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How To Talk To Your Teachers About Your Mental Health

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In recent times, the conversation around mental health has become more prevalent than ever. More people – celebrities, activists, athletes etc. are starting conversations around mental health in order to break the stigma surrounding it.

The common narrative is that mental health issues aren’t ‘real’, that people are faking it in order to get sympathy or that they just need to ‘suck it up’. In reality, on an average, 792 million people world wide struggle with some form of mental health issue.

264 million people worldwide suffer from depression and 284 million people with an anxiety disorder. 

The common narrative is that mental health issues aren’t ‘real’, that people are faking it in order to get sympathy or that they just need to ‘suck it up’. Representational image.

These statistics however do not present the complete picture – most people struggling with mental health issues are undiagnosed and do not receive any form of treatment.

Dire Straits And No Help

Among teenagers approximately 1 in 5 teens between ages 12 to 18 suffer from at least one form of mental health disorder yet teenage mental health and mental health support systems in schools, facilitated by teachers, is an issue that is widely looked over.

For teenagers struggling with depression or anxiety a strong sense of reinforcement at home and in school is essential.

All school going children spend a minimum of 7 hours a day in school surrounded by other students and their teachers yet less than 1%  of the children and adolescents struggling with mental health in India receive treatment due to lack of resources and awareness in schools.  

An important part of providing a support system in school is broaching the subject of mental health with teachers.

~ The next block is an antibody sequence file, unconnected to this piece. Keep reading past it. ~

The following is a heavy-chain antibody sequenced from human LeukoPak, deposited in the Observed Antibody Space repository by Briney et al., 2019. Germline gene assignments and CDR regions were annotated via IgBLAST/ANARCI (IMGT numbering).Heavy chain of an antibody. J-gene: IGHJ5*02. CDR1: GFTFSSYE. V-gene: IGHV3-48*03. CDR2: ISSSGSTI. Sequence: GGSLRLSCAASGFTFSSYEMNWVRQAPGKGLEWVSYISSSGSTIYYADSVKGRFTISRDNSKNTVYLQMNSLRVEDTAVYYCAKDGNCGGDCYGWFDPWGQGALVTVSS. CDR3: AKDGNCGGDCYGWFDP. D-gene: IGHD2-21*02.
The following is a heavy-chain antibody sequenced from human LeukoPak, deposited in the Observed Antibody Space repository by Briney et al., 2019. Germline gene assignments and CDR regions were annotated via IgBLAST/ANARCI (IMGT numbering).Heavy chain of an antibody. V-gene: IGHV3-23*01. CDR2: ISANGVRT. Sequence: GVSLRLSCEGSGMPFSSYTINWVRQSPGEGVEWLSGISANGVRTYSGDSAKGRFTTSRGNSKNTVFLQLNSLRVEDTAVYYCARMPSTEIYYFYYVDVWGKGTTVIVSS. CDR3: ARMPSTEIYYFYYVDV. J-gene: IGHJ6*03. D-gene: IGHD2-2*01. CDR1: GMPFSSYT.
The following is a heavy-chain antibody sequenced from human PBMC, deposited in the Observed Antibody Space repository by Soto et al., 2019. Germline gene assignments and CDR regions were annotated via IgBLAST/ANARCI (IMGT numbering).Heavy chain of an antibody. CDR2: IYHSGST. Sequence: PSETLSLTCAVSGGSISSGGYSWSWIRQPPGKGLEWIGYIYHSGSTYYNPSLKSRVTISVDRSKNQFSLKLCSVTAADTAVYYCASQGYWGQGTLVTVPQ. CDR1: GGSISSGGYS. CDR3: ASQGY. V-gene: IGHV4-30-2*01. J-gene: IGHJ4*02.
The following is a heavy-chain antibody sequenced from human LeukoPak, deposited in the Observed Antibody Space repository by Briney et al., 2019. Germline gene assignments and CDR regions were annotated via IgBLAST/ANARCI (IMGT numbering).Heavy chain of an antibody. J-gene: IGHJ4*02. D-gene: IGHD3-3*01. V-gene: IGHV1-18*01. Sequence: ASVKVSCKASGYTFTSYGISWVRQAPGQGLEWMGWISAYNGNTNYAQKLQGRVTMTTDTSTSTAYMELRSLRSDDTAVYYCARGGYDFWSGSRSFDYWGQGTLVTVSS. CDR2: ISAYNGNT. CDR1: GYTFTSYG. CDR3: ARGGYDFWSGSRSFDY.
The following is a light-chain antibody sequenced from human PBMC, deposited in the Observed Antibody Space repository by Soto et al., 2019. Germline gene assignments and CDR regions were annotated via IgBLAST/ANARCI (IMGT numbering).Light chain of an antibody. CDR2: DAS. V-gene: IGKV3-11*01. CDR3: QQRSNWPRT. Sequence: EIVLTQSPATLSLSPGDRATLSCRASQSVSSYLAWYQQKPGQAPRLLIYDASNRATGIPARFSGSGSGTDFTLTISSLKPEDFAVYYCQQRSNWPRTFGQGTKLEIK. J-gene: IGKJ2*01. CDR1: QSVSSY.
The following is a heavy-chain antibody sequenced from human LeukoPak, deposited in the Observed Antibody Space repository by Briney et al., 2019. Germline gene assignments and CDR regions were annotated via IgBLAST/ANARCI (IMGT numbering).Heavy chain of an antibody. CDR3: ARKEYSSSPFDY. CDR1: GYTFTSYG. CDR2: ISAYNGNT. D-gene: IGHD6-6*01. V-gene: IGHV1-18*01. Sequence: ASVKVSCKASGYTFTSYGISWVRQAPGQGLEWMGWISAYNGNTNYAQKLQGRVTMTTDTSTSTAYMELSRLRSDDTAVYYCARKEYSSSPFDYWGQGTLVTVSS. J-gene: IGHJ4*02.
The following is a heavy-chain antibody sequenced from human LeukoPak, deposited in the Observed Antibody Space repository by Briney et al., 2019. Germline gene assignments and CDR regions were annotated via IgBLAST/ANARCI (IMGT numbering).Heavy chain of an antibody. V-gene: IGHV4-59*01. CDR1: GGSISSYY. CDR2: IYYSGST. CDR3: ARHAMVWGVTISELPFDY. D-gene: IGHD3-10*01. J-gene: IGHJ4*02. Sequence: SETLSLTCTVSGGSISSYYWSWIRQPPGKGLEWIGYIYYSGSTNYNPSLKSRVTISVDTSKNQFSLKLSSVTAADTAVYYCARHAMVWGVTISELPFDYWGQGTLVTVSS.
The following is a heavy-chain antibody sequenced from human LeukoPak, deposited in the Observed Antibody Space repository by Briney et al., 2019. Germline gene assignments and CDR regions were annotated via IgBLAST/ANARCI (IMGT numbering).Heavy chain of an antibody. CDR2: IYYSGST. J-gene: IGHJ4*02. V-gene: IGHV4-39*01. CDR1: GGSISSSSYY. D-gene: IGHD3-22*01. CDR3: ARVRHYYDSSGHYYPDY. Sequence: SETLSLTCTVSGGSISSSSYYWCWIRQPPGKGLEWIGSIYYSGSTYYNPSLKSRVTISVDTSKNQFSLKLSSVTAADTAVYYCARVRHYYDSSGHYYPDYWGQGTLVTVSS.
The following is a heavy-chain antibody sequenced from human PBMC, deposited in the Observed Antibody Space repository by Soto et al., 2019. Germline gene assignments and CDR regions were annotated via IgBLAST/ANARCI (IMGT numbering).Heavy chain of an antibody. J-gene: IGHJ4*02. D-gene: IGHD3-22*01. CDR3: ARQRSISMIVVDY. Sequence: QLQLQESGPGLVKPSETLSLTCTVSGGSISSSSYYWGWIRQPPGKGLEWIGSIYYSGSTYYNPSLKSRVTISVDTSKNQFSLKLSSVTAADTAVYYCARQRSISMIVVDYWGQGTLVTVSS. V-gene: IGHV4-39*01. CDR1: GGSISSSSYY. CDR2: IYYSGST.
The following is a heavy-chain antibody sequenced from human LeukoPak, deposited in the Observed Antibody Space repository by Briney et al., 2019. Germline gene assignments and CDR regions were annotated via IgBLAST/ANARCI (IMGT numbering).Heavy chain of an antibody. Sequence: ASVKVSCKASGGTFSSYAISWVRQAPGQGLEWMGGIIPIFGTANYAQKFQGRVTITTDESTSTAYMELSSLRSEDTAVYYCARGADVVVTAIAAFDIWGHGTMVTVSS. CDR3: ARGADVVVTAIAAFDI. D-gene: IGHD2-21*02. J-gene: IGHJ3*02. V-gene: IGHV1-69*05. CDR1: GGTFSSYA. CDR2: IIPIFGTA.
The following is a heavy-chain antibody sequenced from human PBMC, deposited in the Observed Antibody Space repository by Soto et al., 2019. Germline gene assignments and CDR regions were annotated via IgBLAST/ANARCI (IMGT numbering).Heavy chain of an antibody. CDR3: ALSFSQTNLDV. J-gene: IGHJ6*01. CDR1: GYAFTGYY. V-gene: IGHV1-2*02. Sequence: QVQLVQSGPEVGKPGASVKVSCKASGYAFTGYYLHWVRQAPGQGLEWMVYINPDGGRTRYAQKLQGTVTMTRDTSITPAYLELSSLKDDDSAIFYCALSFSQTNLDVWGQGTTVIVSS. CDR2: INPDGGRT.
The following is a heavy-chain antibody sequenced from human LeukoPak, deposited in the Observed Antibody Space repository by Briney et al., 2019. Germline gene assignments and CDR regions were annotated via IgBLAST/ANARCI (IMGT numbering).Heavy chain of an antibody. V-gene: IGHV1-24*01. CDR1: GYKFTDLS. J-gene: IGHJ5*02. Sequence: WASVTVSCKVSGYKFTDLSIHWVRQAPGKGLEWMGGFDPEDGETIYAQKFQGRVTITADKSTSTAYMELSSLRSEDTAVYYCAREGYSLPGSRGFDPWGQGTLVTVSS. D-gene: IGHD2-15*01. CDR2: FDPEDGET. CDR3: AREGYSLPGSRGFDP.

Not only do teachers serve as people from whom you learn, they’re also responsible in giving tests and grades and taking into account a student’s mental health during exam season or when an important assignment is due is an essential step in making way for a more holistic learning environment.

Students should be given the license to navigate their mental health and that can be facilitated best by the people they are surrounded by the most. 

Talking To Teachers

Being Honest

Most students are hesitant about broaching the topic of mental health with them because they’re afraid that they won’t be taken seriously or that teachers will think they’re making excuses.

In Indian classrooms, students are subjected to mind numbing pressure and unhealthy expectations, however, taking a break and specifically asking for one is important so that you don’t burn out and continue being productive in the long run. 

In Indian classrooms, students are subjected to mind numbing pressure and unhealthy expectations, however, taking a break and specifically asking for one is important. Representational image.

Emailing your professors and being honest will help them understand your circumstances better so don’t lie or make up an excuse. Ask if you can meet with them to discuss your missed classes or assignments and how you can make up.

Work with them to come up with a plan in case they have specific requirements or accommodations in mind.  

Vulnerability Is Okay